26 November 2010
Along with austerity measures to bring debt-laden countries into improved financial health will come some actions with an impact on healthcare and the health of people.
Some examples have a specific impact and might include increasing the patient co-payment, introducing new co-payments, or reducing public capital expenditure on healthcare infrastructure.
In other cases things are already happening: increasing premiums (Ireland), or increasing control of drug pricing (Spain).
Other actions will have a knock-on effect, such as increasing tuition fees which may impact student numbers and thus the supply of health professions (UK). Tighter access to debt will have some impact on new build in healthcare, as the ability of the state to finance new hospitals will be reduced along with willingness to fund the running costs (big hospitals cost hundreds of millions a year to run). Perhaps we may see some flight of research capacity as whole clinical research teams up-sticks and relocate to countries where investment in medical research is increasing (such as China and India).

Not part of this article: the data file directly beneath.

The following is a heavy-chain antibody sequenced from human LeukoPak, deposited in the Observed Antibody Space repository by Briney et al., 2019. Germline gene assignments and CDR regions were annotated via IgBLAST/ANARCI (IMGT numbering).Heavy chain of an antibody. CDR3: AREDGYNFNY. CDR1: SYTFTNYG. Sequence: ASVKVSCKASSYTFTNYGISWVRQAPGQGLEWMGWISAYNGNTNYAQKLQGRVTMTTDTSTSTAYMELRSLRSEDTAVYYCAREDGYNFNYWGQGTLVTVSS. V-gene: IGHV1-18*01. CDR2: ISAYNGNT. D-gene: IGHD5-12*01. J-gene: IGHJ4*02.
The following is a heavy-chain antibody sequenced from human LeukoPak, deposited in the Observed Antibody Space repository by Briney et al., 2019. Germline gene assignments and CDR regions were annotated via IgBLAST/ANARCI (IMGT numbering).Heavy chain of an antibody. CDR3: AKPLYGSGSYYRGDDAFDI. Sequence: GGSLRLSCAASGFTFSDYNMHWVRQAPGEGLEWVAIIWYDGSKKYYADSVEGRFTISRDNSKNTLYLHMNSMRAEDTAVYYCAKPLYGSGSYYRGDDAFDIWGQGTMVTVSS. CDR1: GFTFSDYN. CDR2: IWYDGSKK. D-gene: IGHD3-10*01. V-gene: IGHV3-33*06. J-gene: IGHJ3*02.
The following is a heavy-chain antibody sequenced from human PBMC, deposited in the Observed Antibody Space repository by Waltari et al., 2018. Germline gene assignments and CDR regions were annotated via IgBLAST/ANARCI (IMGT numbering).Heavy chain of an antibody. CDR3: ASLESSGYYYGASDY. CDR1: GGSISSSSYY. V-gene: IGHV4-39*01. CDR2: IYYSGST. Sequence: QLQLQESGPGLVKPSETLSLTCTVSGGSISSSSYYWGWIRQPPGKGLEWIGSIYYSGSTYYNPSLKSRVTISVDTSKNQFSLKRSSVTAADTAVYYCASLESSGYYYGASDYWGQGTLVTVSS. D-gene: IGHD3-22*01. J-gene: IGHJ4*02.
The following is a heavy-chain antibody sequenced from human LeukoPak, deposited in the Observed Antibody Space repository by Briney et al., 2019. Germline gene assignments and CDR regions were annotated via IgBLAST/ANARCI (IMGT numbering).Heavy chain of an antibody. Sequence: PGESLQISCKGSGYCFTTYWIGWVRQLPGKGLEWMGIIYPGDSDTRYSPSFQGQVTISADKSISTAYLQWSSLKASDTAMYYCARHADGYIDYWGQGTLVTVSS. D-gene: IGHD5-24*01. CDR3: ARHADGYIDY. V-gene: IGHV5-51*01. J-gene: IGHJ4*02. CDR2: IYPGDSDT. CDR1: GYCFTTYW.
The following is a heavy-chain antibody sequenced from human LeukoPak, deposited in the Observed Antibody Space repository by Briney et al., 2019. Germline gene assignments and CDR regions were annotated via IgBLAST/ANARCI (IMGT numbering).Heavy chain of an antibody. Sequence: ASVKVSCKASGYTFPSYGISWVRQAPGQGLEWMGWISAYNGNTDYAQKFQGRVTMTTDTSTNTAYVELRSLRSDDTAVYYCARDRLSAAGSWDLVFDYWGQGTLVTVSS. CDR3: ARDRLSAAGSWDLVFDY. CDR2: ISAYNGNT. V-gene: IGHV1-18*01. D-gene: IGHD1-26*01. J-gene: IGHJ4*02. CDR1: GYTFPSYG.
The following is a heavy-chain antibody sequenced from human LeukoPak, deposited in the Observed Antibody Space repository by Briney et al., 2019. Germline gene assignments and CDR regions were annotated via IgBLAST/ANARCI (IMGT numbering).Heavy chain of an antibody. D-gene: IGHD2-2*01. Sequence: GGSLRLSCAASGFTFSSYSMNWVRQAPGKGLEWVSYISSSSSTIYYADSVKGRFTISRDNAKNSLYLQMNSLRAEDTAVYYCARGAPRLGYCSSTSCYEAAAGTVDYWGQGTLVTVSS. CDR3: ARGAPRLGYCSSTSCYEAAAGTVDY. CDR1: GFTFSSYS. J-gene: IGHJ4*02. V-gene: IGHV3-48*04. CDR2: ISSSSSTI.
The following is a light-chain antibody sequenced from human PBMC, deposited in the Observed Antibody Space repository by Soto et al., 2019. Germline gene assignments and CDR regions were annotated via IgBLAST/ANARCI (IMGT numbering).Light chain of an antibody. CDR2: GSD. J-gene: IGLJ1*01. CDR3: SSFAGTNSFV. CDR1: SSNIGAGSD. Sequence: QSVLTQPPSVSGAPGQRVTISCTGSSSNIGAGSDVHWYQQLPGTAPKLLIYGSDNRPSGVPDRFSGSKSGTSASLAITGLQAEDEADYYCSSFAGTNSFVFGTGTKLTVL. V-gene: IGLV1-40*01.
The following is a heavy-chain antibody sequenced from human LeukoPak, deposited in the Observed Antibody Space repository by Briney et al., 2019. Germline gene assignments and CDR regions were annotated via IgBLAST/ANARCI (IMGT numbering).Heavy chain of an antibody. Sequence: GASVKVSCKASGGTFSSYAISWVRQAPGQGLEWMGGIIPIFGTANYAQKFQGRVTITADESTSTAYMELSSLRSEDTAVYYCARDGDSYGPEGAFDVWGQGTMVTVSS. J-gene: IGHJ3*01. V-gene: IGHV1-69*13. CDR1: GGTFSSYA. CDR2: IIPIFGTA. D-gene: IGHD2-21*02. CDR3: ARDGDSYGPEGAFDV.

And, as people find they are unable to afford to pay their health insurance, their costs are then picked up by the taxpayer. Countries with high rates of unemployment (many) will understand the carrying capacity needed to pay for the healthcare of the uninsured.
We know, broadly speaking, that people are happy with the quality of the healthcare that they receive. The real issue is always about gaining access to that care. To date, most EU countries appear able to manage this (despite these costs contributing to their debt burden).
But for countries facing austerity measures, under what circumstances might reduced access to care begin to manifest itself. The issue then will be increased burden of ill-health, with all its consequences.
Will we not have converted a debt crisis into a health crisis?EuroSante